Have you taken an overzealous approach to GDPR?
So, here we are, after years of anticipation the GDPR implementation date has finally passed…and the earth is still here. Despite scaremongering and misinterpretation, businesses have not ceased to function as of 25th May 2018. However, implementing GDPR incorrectly, whether you take an overzealous approach or fail to implement key standards could have a seriously detrimental impact on your firm’s bottom line. This article is focused on those who have taken an over-zealous approach to compliance.
Now is the perfect opportunity to sit back and take stock of what you have achieved (or not, as the case may be) and double check you have not “over-applied” the rules.
In this article we have identified a few of the key areas where, in our experience, firms are over-compliant. You should read this article, check you have not done the same and if you need any further clarification, you can always ask us!
Additionally we’ll be tackling more of these areas in our upcoming GDPR ½ day seminar on 13 June in Central London.
Business to Business Marketing
Some firms have re-sent consent requests where they intend to contact current or ex customers of their business in order to achieve further sales. This is not necessary and deleting contacts following a failure to obtain consent could have serious cost implications to the firm.
Yes, a person’s details such as their email address (even a work email address), constitutes personal data under GDPR so we need to consider our lawful basis for processing the data. However, it is clear we are able to rely not only on consent for marketing. In certain situations, we are able to rely on legitimate interests as the basis for processing the data. Therefore consent is not required. In fact this scenario is specifically called out in the relevant ICO guidance.
Of course you do need to ensure they are “informed” and it is a good idea to comply with the privacy and electronic communications regulations.
There are a couple of mis-conceptions in relation to privacy notices, firstly, that ALL current data subjects will need one before 25 May. This is not actually the case where you have already supplied a GDPR compliant notice, for example, at the point of signing up to your service.
The reality is that many firms would not have sent a GDPR compliant privacy notice containing the information required in Articles 12-14, however, you may be surprised how close you were.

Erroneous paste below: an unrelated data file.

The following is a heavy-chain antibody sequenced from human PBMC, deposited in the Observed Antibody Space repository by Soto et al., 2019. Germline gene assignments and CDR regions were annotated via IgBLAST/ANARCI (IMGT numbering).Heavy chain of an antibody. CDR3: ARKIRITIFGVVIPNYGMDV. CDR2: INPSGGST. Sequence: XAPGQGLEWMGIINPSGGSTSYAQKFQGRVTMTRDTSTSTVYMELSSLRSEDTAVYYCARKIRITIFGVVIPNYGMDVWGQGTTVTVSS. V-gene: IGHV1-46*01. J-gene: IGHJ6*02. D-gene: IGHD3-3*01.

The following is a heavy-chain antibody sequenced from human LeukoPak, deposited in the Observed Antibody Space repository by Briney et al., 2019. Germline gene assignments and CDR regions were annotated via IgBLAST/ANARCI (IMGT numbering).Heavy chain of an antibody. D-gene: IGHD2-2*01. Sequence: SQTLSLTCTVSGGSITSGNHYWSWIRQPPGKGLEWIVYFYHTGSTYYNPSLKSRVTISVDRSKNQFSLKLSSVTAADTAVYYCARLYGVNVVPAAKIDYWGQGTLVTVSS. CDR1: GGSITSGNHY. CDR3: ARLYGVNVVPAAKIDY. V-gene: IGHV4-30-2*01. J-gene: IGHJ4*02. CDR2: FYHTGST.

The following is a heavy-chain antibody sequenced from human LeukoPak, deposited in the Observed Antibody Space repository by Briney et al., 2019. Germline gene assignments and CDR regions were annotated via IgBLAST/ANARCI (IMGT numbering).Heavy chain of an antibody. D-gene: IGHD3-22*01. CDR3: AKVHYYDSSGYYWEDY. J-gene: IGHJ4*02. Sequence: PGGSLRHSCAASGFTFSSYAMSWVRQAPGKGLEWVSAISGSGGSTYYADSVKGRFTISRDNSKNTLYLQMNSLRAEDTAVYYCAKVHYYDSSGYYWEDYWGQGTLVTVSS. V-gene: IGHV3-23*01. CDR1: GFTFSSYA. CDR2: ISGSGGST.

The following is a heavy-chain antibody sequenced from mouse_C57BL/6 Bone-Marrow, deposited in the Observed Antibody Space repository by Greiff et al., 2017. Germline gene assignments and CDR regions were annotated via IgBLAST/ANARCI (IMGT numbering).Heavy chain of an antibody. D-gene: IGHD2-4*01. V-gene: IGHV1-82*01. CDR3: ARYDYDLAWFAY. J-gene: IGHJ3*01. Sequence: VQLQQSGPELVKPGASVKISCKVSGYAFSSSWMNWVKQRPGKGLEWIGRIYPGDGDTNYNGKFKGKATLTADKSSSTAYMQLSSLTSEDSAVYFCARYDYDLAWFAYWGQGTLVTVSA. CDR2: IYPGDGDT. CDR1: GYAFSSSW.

Secondly, in the list of third parties to whom you may send the data, it’s worth noting that in the GDPR text it does allow firms to state “categories of” firms, where this can be justified. Essentially GDPR recognises that, in some situations, it is impossible or impractical to provide a comprehensive list of data processors.
Thirdly, it should be noted who the obligation to send privacy notices rests on. The obligation is that of the controller – not the processor.
A departure from the previous data protection legislation is the now explicit requirements to keep accountable. However, some firms have over-interpreted this requirement to mean that every action the firm takes must be logged via an audit trail. While that is good practice, what you actually need to do is:
adopt and implement data protection policies;
take a ‘data protection by design and default’ approach;
put written contracts in place with organisations that process personal data on your behalf;
maintain documentation of your processing activities, Article 30 requires you to record the purposes for which you process data, data sharing and retention;
implement appropriate security measures;
record and, where necessary, report personal data breaches;
carry out data protection impact assessments for uses of personal data that are likely to result in high risk to individuals’ interests;
appoint a data protection officer (where required); and
adhere to relevant codes of conduct and sign up to certification schemes
Really, there hasn’t been a significant shift in the rules around security. It’s just that under GDPR the regulatory consequences of failing to ensure data is kept secure has, somewhat, focused the minds of controllers.
Article 5(1)(f) of the GDPR concerns the ‘integrity and confidentiality’ of personal data. It says that personal data shall be 'Processed in a manner that ensures appropriate security of the personal data, including protection against unauthorised or unlawful processing and against accidental loss, destruction or damage, using appropriate technical or organisational measures' which is not materially different to previous legislation.
Having said that, you do need to consider the above alongside Article 32 of the GDPR, which provides more specifics on the security of your processing. Article 32(1) states: ‘Taking into account the state of the art, the costs of implementation and the nature, scope, context and purposes of processing as well as the risk of varying likelihood and severity for the rights and freedoms of natural persons, the controller and the processor shall implement appropriate technical and organisational measures to ensure a level of security appropriate to the risk’